As the World Health Organization states, “urinary tract infection is usually caused by endogenous microorganisms from the patient’s own bowel.”11 Bacteria that colonize the perineum can ascend into the urinary tract either during the insertion process or by capillary action after insertion.3 They can also be introduced through improper handling of the collection system.3 As a result, regular cleaning of the perineal area—often called “peri-care”—is a core component of CAUTI prevention guidelines.9-11

The goal is obvious: to reduce the bioburden in the area surrounding the catheter entry point in an effort to reduce the risk that bacteria residing there will contaminate the catheter system and ultimately lead to CAUTI. Studies have found that suboptimal peri-care can be a contributing factor to CAUTI rates, while enhanced peri-care protocols can be associated with CAUTI reductions.13-14

Although there is growing concern over the rise in chlorhexidine gluconate (CHG) resistance among clinical isolates, including warnings from professional organizations such as The Joint Commission, patient bathing—including peri-care with CHG—is a common practice in the United States.14-21 This is despite the fact that CHG is contraindicated for the perineum,22 and its use is not recommended in any CAUTI prevention guidelines: 9-11

  • CDC Guideline for Prevention of Catheter-Associated Urinary Tract Infections: “Do not clean the periurethral area with antiseptics to prevent CAUTI while the catheter is in place. Routine hygiene (e.g., cleansing of the meatal surface during daily bathing or showering) is appropriate.”10
  • Society for Healthcare Epidemiology of America, Infectious Diseases Society of America: Strategies to Prevent Catheter-Associated Urinary Tract Infections in Acute Care Hospitals: 2014 Update: “Employ routine hygiene; cleaning the meatal area with antiseptic solutions is unnecessary.” 9
  • World Health Organization: “Meatal cleansing should be performed regularly to ensure that the meatus is free from encrustations. Cleansing with soap and water is sufficient; application of antimicrobial ointment or disinfectant to the urethral meatus is harmful and should be avoided.”11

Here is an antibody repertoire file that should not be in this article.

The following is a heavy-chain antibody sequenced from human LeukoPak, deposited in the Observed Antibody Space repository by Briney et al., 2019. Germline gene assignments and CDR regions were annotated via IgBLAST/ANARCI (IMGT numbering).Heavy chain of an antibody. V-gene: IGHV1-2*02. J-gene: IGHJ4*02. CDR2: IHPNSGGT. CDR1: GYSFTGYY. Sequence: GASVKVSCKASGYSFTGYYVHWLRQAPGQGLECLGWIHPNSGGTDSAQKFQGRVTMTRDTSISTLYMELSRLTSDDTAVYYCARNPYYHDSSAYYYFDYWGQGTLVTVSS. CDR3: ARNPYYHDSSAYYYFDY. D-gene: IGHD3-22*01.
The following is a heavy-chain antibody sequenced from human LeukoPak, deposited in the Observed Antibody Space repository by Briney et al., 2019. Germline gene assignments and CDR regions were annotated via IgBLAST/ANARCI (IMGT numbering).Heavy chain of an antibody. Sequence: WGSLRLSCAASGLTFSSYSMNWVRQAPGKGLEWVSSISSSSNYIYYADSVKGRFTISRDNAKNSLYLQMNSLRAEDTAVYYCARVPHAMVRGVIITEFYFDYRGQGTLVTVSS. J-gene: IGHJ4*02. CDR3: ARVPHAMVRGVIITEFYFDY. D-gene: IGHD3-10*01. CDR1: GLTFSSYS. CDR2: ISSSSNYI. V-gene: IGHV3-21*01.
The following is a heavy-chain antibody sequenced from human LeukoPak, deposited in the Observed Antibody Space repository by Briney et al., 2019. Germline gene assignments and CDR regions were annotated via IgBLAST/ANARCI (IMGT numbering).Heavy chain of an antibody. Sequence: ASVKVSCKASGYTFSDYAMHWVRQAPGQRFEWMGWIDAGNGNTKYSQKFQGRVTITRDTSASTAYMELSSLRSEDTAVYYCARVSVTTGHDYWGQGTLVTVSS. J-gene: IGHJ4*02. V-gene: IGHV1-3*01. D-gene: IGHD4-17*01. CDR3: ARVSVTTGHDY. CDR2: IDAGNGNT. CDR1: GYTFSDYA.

Looking to Alternatives: A Novel Topical Hygiene Solution
Theraworx Protect is a multi-ingredient skin formulation designed to reduce macro and micro debris from the skin while simultaneously supporting the skin’s acid mantle and the natural antimicrobial functions of the skin’s outermost layer, the stratum corneum.18-19 As a non-antiseptic, non-drug product, Theraworx Protect can help you achieve your patient bathing and peri-care goals without the risk of antiseptic resistance. Contact us for more information.


  1. Office of Disease Prevention and Health Promotion. National action plan to prevent health care-associated infections: road map to elimination. Available from: Accessed September 26, 2019.
  2. Centers for Disease Control and Prevention. Healthcare-associated infections: catheter-associated urinary tract infection. Available from: Accessed December 19, 2019.
  3. Association for Professionals in Infection Control and Epidemiology. APIC implementation guide: guide to preventing catheter-associated urinary tract infections. 2014. Available from: Accessed January 7, 2020.
  4. Agency for Healthcare Research and Quality. Estimating the additional hospital inpatient cost and mortality associated with selected hospital-acquired conditions. 2017. Available from: Accessed 19 December 2019. Accessed January 7, 2020.